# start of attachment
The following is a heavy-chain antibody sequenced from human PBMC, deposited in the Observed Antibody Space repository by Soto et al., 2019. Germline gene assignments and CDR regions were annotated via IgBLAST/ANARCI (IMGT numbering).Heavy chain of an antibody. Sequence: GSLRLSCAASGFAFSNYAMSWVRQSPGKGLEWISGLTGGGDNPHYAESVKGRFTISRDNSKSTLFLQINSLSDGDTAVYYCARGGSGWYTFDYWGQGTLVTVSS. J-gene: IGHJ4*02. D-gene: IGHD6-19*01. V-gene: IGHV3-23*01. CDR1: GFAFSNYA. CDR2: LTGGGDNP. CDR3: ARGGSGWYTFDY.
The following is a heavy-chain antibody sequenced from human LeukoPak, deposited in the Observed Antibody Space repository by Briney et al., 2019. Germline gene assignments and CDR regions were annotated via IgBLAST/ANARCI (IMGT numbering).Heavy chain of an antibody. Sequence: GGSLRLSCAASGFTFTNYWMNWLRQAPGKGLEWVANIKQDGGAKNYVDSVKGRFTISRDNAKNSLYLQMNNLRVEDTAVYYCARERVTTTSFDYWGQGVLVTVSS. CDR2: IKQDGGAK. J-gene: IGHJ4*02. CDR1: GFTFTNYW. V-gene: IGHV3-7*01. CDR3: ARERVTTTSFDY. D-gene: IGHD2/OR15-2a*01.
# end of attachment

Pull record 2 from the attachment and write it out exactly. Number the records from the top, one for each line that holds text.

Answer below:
The following is a heavy-chain antibody sequenced from human LeukoPak, deposited in the Observed Antibody Space repository by Briney et al., 2019. Germline gene assignments and CDR regions were annotated via IgBLAST/ANARCI (IMGT numbering).Heavy chain of an antibody. Sequence: GGSLRLSCAASGFTFTNYWMNWLRQAPGKGLEWVANIKQDGGAKNYVDSVKGRFTISRDNAKNSLYLQMNNLRVEDTAVYYCARERVTTTSFDYWGQGVLVTVSS. CDR2: IKQDGGAK. J-gene: IGHJ4*02. CDR1: GFTFTNYW. V-gene: IGHV3-7*01. CDR3: ARERVTTTSFDY. D-gene: IGHD2/OR15-2a*01.